The decision by Swale Borough Council related to an application for more time to carry out remedial work required as a condition of a temporary planning permission on a travellers site near the village of Hartlip in Kent.
In March, the committee turned down the application, despite a recommendation in a planning officer’s report to approve it.
Among the reasons for its refusal, according to the council, were that it would "cause demonstrable harm to the visual amenities of the area and the character and appearance of the countryside" and harm to highway safety.
However, a subsequent decision notice mistakenly stated that the application had been approved, which meant the decision became legally binding. This prompted the council to apply for the order in court, with the action led by the council leader Roger Truelove.
A council spokeswoman said: "Unfortunately, the refusal decision notice was mistakenly entered onto an approval letter template and the error was missed when being checked before sending.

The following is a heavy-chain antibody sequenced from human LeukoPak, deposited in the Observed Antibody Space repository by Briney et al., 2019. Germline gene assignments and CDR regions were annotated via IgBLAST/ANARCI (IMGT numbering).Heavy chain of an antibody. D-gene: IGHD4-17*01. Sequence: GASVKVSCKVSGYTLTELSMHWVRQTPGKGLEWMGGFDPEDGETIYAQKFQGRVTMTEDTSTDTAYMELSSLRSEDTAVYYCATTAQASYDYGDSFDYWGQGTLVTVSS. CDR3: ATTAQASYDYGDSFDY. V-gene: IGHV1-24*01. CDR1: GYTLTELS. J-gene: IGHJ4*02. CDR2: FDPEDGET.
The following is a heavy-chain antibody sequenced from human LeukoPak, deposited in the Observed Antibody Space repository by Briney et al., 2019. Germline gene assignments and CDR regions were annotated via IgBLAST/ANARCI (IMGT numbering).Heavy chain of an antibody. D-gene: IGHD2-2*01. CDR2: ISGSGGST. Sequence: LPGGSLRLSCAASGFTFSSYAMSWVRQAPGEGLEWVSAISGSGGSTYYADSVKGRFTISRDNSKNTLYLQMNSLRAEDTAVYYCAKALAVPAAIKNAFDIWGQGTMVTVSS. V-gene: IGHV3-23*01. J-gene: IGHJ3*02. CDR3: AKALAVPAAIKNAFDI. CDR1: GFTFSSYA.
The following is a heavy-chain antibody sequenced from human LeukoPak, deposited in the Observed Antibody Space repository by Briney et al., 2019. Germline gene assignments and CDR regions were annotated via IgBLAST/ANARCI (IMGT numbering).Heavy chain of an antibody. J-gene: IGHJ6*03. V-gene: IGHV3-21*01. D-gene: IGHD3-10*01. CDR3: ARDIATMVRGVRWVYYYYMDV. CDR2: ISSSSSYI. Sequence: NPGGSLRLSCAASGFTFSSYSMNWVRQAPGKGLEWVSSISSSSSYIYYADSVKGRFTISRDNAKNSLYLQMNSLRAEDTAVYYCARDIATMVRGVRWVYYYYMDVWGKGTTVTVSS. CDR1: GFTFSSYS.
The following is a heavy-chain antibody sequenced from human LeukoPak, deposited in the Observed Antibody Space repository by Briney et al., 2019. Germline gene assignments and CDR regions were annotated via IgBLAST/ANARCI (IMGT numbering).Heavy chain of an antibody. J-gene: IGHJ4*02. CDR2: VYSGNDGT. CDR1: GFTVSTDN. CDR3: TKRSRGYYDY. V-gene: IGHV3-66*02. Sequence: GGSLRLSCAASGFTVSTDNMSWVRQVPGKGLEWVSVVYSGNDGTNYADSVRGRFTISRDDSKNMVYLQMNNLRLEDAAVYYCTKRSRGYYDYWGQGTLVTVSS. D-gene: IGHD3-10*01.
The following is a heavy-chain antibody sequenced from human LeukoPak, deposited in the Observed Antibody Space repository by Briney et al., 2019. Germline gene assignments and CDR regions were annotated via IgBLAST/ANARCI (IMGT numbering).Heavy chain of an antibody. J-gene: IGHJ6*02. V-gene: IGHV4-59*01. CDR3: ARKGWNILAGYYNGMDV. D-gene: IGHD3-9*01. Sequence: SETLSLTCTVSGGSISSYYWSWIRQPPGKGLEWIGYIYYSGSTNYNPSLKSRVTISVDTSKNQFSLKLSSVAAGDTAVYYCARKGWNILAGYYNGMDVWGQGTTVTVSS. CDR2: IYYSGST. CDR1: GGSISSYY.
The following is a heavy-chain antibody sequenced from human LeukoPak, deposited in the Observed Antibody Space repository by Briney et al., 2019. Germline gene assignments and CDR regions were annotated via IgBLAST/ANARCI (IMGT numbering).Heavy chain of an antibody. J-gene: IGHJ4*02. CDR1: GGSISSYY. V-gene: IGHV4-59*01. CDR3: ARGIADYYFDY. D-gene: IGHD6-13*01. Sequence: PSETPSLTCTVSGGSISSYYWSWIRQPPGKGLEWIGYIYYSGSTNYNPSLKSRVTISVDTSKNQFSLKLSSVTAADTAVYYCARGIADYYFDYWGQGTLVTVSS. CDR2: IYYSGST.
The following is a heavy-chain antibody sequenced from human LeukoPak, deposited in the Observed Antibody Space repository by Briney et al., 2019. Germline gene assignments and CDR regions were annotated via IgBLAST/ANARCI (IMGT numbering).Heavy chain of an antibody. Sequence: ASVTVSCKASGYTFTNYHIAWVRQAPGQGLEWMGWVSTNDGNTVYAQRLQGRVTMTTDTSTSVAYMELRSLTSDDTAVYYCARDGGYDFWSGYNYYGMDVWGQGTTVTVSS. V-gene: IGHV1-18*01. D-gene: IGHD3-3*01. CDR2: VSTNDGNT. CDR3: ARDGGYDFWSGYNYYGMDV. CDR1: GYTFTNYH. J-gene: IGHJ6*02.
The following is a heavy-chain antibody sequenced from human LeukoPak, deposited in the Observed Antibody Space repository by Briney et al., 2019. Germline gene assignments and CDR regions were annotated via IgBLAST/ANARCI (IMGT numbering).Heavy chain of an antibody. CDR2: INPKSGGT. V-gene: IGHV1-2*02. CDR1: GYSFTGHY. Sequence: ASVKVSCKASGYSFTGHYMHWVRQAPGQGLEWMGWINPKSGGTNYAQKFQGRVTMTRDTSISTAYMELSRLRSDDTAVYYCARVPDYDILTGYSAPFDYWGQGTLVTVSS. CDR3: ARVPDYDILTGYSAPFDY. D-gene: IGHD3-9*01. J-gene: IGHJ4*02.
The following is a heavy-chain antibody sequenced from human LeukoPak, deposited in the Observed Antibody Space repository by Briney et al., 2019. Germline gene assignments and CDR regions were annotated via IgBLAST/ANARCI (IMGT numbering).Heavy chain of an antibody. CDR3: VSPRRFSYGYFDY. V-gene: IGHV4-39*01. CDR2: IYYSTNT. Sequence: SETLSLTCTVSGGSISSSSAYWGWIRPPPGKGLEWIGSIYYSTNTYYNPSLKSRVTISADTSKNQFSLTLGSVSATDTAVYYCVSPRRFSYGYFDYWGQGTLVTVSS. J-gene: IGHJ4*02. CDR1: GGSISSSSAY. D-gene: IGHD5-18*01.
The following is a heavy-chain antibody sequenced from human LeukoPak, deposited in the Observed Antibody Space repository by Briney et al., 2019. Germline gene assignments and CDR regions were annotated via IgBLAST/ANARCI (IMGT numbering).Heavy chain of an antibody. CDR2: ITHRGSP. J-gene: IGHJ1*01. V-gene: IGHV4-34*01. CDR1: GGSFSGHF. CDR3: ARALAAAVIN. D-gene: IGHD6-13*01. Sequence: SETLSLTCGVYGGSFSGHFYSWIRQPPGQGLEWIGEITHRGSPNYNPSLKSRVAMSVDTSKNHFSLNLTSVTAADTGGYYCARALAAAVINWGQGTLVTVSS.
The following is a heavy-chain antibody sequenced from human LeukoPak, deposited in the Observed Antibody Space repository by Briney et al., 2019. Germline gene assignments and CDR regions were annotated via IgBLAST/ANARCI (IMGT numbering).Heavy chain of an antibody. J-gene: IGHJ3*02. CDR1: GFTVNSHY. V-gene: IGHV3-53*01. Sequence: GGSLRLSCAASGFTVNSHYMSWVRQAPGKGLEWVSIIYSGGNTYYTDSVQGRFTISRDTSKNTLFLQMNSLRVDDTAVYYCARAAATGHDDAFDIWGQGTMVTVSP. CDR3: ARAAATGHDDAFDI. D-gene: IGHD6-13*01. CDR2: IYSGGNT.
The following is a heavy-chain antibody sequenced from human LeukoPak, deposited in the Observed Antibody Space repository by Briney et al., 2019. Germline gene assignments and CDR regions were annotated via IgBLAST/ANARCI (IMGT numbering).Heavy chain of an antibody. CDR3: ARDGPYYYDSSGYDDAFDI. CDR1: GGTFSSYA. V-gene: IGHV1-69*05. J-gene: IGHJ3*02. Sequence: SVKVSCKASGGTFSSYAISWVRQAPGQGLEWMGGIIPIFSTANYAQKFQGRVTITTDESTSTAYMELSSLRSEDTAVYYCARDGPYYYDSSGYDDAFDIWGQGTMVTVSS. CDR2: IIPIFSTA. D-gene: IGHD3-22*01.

"The mistake was bought to our attention by a local resident in June, and we took the necessary steps to reverse our mistake.
"To reverse the decision, we must take action against ourselves in the high court with the council leader as the figure head, as established in case law.
"This is standard practice when a planning mistake has been made."
The spokeswoman added: "Notice of decision mistakes are not unusual in local authorities, but thankfully very rare at Swale council."
The correct decision notice refusing the time extension will now be issued to the applicant, she went on to say.
The court order granting the quashing of the permission said: "On the basis that refusal of this application may well lead to a further grant of temporary planning permission for an extended period of occupation of the site, with consequent harm to the character and appearance of the area, I recommend that this application is approved."
Last month, in a separate case, the High Court extended an injunction on a gypsy encampment in an area of woodland in Surrey, ruling that the camp was a "substantial and unlawful development in open countryside".